The 6th Division front was practically coextensive with the eastern side of Holnon Wood, and the advance was to be up 3,000 yards of slope to the heights overlooking St Quentin. About the centre was another Quadrilateral, recalling unpleasant memories of the one in the Somme battle. The 71st Brigade was to attack on the right, the 16th Brigade on the left. The left on the 71st included the Quadrilateral in its objective.

"The 2nd Sherwood Foresters moved up to the position of readiness on the afternoon of the 17th September, and were in the assembly position by 3.15 next morning, advancing to attack at 5.25. Some 40 German prisoners were almost at once captured, but it very soon became evident that the enemy was in great strength, that his machine guns were numerous and well disposed, and that his wire was unusually thick and but little damaged by our artillery. At 7.45 the right company of the Battalion was reported held up by heavy machine-gun fire, but the remaining companies pushed on, and soon after 8 a.m. the right company, with the 1st Buffs and 2nd Durham Light Infantry of the 16th Brigade, was reported as holding Douai trench with its left in touch with the 2nd York and Lancaster Regiment. There was now a long pause in the battle."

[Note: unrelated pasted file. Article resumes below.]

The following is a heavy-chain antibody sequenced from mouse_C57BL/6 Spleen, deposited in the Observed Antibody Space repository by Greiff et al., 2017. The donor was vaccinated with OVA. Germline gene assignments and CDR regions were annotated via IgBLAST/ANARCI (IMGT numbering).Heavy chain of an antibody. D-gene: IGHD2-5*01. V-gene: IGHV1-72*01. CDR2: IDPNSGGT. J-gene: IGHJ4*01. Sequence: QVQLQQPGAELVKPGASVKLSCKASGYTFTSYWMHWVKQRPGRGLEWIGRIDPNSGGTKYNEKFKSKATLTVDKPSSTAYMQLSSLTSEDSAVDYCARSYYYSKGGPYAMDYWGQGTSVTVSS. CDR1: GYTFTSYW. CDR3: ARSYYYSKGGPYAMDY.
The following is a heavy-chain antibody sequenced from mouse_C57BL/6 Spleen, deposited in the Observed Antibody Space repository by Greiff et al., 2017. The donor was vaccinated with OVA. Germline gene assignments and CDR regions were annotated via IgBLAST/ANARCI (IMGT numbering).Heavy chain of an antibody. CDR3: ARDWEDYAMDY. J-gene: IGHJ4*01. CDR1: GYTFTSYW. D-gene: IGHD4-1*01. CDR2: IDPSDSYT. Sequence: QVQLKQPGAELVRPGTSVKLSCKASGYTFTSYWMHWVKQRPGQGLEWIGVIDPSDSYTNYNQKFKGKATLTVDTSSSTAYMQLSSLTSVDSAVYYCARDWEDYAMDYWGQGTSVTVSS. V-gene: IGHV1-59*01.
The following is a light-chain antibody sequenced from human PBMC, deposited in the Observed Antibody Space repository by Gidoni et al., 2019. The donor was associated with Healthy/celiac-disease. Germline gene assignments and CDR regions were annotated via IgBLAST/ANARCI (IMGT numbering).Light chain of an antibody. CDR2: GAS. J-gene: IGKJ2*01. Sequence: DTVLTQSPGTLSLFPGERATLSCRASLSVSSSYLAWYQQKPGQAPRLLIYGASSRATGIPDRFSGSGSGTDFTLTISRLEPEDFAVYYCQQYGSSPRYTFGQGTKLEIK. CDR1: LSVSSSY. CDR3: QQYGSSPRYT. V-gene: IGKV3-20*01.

Another unsatisfactory feature was that the Holnon Wood covered practically the whole 2,500 yards frontage of the Division, and was so drenched with gas shells and the tracks so bad, that both the 16th and 71st Infantry Brigades had to make a detour north and south of the wood respectively to reach their assembly positions on the 17th September, and naturally fatigued the troops and hindered communication and supply.

"Between 10 and 12 o’clock p.m. news came to hand that the attack by the French had broken down, and that the British attacks upon Holnon village had failed owing to heavy fire from the German machine guns. Orders from the Brigade about midday on the 18th directed the attack upon the Quadrilateral to be renewed by the Foresters and 9th Norfolks; but these orders were cancelled during the night of the 18th-19th, no doubt owing to the weakness of these battalions by reason of the losses they had sustained, and these were now ordered to withdraw to a position in rear between Badger and Kitchener Copses, while the other battalions took their place; these units were, however, no more successful, and at 10 p.m. on the 19th the Battalion was directed to retire still further, with the Battalion headquarters in a quarry."